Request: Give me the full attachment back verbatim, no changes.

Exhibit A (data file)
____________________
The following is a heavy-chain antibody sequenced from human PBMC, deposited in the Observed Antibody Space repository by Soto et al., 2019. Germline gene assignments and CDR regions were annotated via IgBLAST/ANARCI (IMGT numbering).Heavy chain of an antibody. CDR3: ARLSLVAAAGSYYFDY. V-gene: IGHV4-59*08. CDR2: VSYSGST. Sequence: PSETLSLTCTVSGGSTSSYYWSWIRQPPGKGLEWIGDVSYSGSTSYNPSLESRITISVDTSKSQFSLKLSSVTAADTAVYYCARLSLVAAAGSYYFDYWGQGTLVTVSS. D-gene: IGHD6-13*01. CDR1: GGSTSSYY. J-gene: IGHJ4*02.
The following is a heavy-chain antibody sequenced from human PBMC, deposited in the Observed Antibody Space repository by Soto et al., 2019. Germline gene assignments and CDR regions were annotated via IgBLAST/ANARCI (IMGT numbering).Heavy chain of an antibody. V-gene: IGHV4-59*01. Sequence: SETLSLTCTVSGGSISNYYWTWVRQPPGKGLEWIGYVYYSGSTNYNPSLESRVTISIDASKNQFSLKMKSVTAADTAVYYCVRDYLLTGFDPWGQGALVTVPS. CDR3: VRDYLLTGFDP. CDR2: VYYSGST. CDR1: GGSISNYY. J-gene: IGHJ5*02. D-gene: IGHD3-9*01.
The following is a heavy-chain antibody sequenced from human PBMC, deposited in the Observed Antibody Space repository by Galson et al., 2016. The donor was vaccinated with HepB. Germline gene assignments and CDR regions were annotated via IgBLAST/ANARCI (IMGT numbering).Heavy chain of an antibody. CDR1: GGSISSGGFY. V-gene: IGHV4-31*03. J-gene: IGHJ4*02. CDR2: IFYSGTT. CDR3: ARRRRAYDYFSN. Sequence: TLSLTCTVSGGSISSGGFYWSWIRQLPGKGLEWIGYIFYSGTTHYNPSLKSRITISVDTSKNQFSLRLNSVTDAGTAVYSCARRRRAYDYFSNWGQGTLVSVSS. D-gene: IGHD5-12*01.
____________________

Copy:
The following is a heavy-chain antibody sequenced from human PBMC, deposited in the Observed Antibody Space repository by Soto et al., 2019. Germline gene assignments and CDR regions were annotated via IgBLAST/ANARCI (IMGT numbering).Heavy chain of an antibody. CDR3: ARLSLVAAAGSYYFDY. V-gene: IGHV4-59*08. CDR2: VSYSGST. Sequence: PSETLSLTCTVSGGSTSSYYWSWIRQPPGKGLEWIGDVSYSGSTSYNPSLESRITISVDTSKSQFSLKLSSVTAADTAVYYCARLSLVAAAGSYYFDYWGQGTLVTVSS. D-gene: IGHD6-13*01. CDR1: GGSTSSYY. J-gene: IGHJ4*02.
The following is a heavy-chain antibody sequenced from human PBMC, deposited in the Observed Antibody Space repository by Soto et al., 2019. Germline gene assignments and CDR regions were annotated via IgBLAST/ANARCI (IMGT numbering).Heavy chain of an antibody. V-gene: IGHV4-59*01. Sequence: SETLSLTCTVSGGSISNYYWTWVRQPPGKGLEWIGYVYYSGSTNYNPSLESRVTISIDASKNQFSLKMKSVTAADTAVYYCVRDYLLTGFDPWGQGALVTVPS. CDR3: VRDYLLTGFDP. CDR2: VYYSGST. CDR1: GGSISNYY. J-gene: IGHJ5*02. D-gene: IGHD3-9*01.
The following is a heavy-chain antibody sequenced from human PBMC, deposited in the Observed Antibody Space repository by Galson et al., 2016. The donor was vaccinated with HepB. Germline gene assignments and CDR regions were annotated via IgBLAST/ANARCI (IMGT numbering).Heavy chain of an antibody. CDR1: GGSISSGGFY. V-gene: IGHV4-31*03. J-gene: IGHJ4*02. CDR2: IFYSGTT. CDR3: ARRRRAYDYFSN. Sequence: TLSLTCTVSGGSISSGGFYWSWIRQLPGKGLEWIGYIFYSGTTHYNPSLKSRITISVDTSKNQFSLRLNSVTDAGTAVYSCARRRRAYDYFSNWGQGTLVSVSS. D-gene: IGHD5-12*01.